4 Tips to better Social PR: from Monologue to Dialogue

4 Tips to better Social PR: from Monologue to Dialogue

Ambera Cruz
23 October 2013

Social PR includes both monologue and dialogue communication.

Social media is a key component to any successful PR campaign.

There, I said it, and I doubt anyone reading this blog will disagree. I recently wrote an article exploring how we differentiate between ownership of initiatives.  These days asking, “Who owns it?” isn’t the right question. What we need to ask ourselves is how social and PR can work together, and how a traditional PR program can make the shift towards becoming a Social PR program.

Social PR is not new: if you’ve been pitched by a PR agency in the past 3 or 4 years you’ll have noticed that most proposed campaigns include a strong social component. Social has become so ingrained into today’s marketing teams and campaigns that the lines have blurred to the point that it’s almost impossible to imagine a program that doesn’t include social media in some (likely major) way. Unfortunately, not every program includes social properly or efficiently.

Here’s the truth: becoming a Social PR expert will open new opportunities, and lead to stronger results.

4 Social PR Tips: from Monologue to Dialogue

  • Social PR Tip #1: Master Social Technology: Get to know (and keep up to date with) social technologies. If you don’t know how to efficiently use blog software, Twitter or Facebook, it’s time to learn. Traditional PR relies on earned media: we go out, pitch stories, and our stories are 100% at the mercy of editors, producers, etc. Social Media is owned media: since you own the media channel, you have the control over what is published on your own pages (well, until it’s shared, but that’s another blog topic). This is a fantastic opportunity, but assumes you understand and can efficiently use the technology.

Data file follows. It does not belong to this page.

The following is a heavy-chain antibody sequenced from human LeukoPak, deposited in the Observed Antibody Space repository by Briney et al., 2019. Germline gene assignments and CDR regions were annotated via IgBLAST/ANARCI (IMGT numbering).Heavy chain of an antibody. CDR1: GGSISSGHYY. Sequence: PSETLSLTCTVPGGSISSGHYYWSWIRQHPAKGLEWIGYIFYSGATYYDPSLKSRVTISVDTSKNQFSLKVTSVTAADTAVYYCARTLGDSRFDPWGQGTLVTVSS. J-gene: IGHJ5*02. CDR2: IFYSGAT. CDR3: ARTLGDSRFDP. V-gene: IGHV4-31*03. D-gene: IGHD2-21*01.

• Social PR Tip #2: Listen to the Conversation: Start with social media monitoring to see what people are saying and incorporate what you learn into your strategy and messaging. And when you’re ready, engage! Traditionally, PR is a monologue medium: we write a press release or pitch a reporter, a story is written, and we count it as a success. Social media changes this dynamic and allows PR to engage in dialogue marketing.
  • Social PR Tip #3: Join the Community: Take an active role in jsearching for conversations to join using a social media monitoring tool. Joining in conversations and becoming familiar with the social communities relevant to your industry/company is important. Traditional PR focuses on media readers and viewers, so the reach is somewhat limited. Social PR uses social media channels and tools to join and communicate with a target community. Rather than just hitting a random pool of people who happen to tune in or pick up a magazine, you have the opportunity to pinpoint conversations in social media and communicate with its author.  By building that relationship, you have the potential to influence that author’s social network.  This is where the earned media comes in, and in social that media is exponential in reach.
  • Social PR Tip #4: Catalyze the Channel: Take advantage of the social networks and their viral potential by using social media to help control the speed of PR distribution across social channels.  Traditional PR takes the power of distribution out of your hands: when your story makes it to print of on the air, you’re at the mercy of that channel’s direct distribution to their viewers. Social media allows PR more control of distribution through a network of your own owned media, and allows you to target influencers who might afford you earned media to a community with similar interests.

 

Social media is not meant to replace traditional PR methods. Traditional methods work – that’s why they become a tradition in the first place. Think of social as an enhancement to a long and glorious PR tradition: social media is a way to incorporate new methods and to get creative.

After all, we are public relations: that’s supposed to be social, right?